Forecast Discussion:

Our last storm came in a couple of waves.  Thursday into Friday, Denver saw some significant snow (Figure 1) ranging from just a trace in the northern reaches to over 3 inches in the south (up slope flow on to the Palmer Divide).  At the same time, Boulder county received almost nothing (Figure 2).  Larmier county only registered a trace in a couple of stations (no figure, too boring).

Friday into Saturday, the blizzard cranked up out on far northeastern Plains.  I did a quick-and-dirty analysis of the snowfall depth and places out there there saw 4-7 inches of snow (Figure 3). Winds were very strong as well (hence the blizzard). Trees were felled across Limon, for example, with 70+mph wind gusts.

The low departs and a ridge approaches (Figure 4) warming us up this weekend and allowing winds to die down. We approach 80F again on Monday with the ridge of Figure 4 overhead.

 

Figure 1: The CoCoRaHS snowfall 24 hour snowfall reports up to 7am Friday for the Denver Metro.
Figure 2: The CoCoRaHS snowfall 24 hour snowfall reports up to 7am Friday for Boulder County.
Figure 3: The CoCoRaHS snowfall 24 hour snowfall reports up to 7am Saturday for Colorado. Sloppy rough contours added for a big picture glance.
Figure 4: The 500mb forecast map from the GFS for Monday AM. Longmont is the pink dot, red lines are troughs, blue lines are ridges.

The longer range forecast:

Right on the heels of this ridge is a trough that will blow through on Tuesday dropping temperatures briefly and giving us another windy day (Figure 5).  It is too early to know if there will be an elevated fire danger (but one must be careful with conditions as they are).

Our next big storm moves in on Friday into the weekend (Figure 6). The low height center digs much further south than the low height centers of the storms in Figure 4 and 5.  It should move through slower and create more instability over the state. As a hint of what might be coming, the 8 day GFS total snowfall map up through next Saturday paints Longmont with 8″ of snow and puts a foot to two feet of snow up in the nearby mountains and across southern Wyoming and to the east (Figure 7).  We will have to watch this all week to see if it holds in, or fizzles out of, the forecast.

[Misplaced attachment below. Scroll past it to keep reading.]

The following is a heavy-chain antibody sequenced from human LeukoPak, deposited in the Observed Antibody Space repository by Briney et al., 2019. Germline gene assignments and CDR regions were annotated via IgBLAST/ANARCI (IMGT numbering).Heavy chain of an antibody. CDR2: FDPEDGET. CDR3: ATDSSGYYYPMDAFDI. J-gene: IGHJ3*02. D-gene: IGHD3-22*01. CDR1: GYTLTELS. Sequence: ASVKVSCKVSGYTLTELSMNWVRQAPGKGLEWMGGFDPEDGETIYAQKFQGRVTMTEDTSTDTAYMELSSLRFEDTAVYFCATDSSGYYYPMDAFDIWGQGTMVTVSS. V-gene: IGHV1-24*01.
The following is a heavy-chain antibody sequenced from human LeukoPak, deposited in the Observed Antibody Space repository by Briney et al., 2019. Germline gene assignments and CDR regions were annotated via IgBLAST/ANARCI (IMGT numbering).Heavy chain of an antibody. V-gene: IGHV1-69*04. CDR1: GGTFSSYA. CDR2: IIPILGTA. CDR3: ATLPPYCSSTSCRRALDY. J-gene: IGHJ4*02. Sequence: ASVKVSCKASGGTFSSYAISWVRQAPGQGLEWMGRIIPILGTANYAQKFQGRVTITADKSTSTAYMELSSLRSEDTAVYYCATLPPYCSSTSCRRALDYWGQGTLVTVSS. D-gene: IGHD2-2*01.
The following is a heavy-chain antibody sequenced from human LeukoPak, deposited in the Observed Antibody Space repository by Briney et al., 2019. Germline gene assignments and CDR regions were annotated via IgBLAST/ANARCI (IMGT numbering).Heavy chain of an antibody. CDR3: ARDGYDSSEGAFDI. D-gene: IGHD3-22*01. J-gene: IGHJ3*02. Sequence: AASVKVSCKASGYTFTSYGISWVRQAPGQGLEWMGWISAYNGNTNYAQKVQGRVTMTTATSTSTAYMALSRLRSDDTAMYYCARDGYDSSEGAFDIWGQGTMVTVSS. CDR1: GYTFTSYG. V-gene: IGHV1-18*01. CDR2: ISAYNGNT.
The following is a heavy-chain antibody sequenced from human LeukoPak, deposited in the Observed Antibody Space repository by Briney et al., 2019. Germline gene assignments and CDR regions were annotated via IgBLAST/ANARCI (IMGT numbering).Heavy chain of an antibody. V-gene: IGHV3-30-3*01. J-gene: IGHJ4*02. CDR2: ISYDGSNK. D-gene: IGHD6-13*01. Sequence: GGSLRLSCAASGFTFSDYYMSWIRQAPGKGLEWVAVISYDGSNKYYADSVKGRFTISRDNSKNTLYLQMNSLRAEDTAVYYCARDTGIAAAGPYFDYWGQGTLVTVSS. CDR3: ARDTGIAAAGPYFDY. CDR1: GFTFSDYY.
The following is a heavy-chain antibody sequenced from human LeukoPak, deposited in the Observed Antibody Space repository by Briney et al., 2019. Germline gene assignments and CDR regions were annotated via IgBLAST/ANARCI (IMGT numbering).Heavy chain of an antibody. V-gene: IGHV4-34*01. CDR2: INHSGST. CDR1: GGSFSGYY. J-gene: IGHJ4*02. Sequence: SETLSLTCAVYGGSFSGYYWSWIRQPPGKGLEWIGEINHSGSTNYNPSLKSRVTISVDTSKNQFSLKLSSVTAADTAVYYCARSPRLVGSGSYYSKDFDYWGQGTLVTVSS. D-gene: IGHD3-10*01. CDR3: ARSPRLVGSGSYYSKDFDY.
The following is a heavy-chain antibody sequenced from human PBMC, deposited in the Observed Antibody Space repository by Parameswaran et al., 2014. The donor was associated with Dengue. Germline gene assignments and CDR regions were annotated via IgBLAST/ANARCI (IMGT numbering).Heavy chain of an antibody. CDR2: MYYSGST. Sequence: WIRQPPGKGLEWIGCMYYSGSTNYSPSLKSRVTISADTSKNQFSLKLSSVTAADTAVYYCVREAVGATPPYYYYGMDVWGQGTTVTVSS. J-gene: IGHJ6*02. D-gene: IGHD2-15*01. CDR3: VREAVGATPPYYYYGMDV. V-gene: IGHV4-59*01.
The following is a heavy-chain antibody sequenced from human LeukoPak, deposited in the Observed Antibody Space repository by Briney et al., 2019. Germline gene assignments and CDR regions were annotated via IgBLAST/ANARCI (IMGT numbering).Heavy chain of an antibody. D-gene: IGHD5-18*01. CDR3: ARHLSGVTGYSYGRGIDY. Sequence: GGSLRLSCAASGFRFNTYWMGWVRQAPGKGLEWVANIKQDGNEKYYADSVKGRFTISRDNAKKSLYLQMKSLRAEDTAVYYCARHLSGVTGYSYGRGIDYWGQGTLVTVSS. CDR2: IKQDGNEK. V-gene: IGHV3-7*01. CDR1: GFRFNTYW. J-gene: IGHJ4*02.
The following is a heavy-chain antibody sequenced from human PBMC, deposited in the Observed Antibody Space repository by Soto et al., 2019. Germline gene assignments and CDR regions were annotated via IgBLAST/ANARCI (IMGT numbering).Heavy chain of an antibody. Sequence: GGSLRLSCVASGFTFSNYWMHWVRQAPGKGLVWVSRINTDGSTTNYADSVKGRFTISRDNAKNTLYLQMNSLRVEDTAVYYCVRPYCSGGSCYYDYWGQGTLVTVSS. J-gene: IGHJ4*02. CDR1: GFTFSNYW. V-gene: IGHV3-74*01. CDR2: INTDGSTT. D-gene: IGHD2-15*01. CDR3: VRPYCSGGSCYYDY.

Figure 5: The 500mb forecast map from the GFS for Tuesday AM. Longmont is the pink dot, red lines are troughs, blue lines are ridges.
Figure 6: The 500mb forecast map from the GFS for Friday AM. Longmont is the pink dot, red lines are troughs, blue lines are ridges.
Figure 7: The GFS total snowfall between Saturday AM and next Saturday AM from tropicaltidbits.com
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John Ensworth works from Longmont as the Principle Investigator for the NASA Science Mission Directorate Earth and space science education product review through the IGES (The Institute for Global Environmental Strategies – www.strategies.org) . He is in his 14th year running this review. He is an astronomer (from the 2nd grade onward) and became a meteorologist (in the 5th grade) when a thunderstorm in Arizona rained on his telescope when the weather service had only forecasted a 10% chance of rain. He has college degrees in physics and astronomy and climatology and a graduate degree in meteorology and earth science. He lectures at the Little Thompson Observatory in Berthoud, the Estes Park Memorial Observatory in Estes Park, and for a number of online universities. He built and runs a backyard observatory near Pace and 17th in northeast Longmont where he has lived for 8 years with his wife, daughter, son, and two cats. Invitations to open house nights at this observatory, LTO, and EPMO will be posted with future discussions when they are scheduled. Forecasting severe weather and snow amounts via text lead to this column. He began texting friends about the weather right after the September 2013 flood. The readers of this column will, hopefully, keep him honest in what he ‘thought’ he had forecasted for ‘the most recent’ storm.

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